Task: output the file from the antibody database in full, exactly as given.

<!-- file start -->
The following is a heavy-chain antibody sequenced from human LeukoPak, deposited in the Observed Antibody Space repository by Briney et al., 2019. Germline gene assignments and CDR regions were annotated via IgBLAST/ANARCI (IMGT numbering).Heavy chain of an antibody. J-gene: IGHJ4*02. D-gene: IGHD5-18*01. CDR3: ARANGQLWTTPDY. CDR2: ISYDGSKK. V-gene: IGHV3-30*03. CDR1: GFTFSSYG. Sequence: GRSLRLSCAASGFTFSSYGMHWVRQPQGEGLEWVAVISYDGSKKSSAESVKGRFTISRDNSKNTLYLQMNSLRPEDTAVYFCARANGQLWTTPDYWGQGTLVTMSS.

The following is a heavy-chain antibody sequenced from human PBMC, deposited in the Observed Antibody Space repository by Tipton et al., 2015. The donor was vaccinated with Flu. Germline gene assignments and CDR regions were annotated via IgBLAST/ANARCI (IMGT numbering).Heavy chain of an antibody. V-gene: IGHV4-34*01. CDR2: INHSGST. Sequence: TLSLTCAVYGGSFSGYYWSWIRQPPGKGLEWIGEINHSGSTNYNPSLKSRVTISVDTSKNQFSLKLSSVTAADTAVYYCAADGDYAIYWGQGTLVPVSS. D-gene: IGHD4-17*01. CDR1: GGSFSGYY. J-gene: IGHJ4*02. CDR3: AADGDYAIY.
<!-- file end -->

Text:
The following is a heavy-chain antibody sequenced from human LeukoPak, deposited in the Observed Antibody Space repository by Briney et al., 2019. Germline gene assignments and CDR regions were annotated via IgBLAST/ANARCI (IMGT numbering).Heavy chain of an antibody. J-gene: IGHJ4*02. D-gene: IGHD5-18*01. CDR3: ARANGQLWTTPDY. CDR2: ISYDGSKK. V-gene: IGHV3-30*03. CDR1: GFTFSSYG. Sequence: GRSLRLSCAASGFTFSSYGMHWVRQPQGEGLEWVAVISYDGSKKSSAESVKGRFTISRDNSKNTLYLQMNSLRPEDTAVYFCARANGQLWTTPDYWGQGTLVTMSS.

The following is a heavy-chain antibody sequenced from human PBMC, deposited in the Observed Antibody Space repository by Tipton et al., 2015. The donor was vaccinated with Flu. Germline gene assignments and CDR regions were annotated via IgBLAST/ANARCI (IMGT numbering).Heavy chain of an antibody. V-gene: IGHV4-34*01. CDR2: INHSGST. Sequence: TLSLTCAVYGGSFSGYYWSWIRQPPGKGLEWIGEINHSGSTNYNPSLKSRVTISVDTSKNQFSLKLSSVTAADTAVYYCAADGDYAIYWGQGTLVPVSS. D-gene: IGHD4-17*01. CDR1: GGSFSGYY. J-gene: IGHJ4*02. CDR3: AADGDYAIY.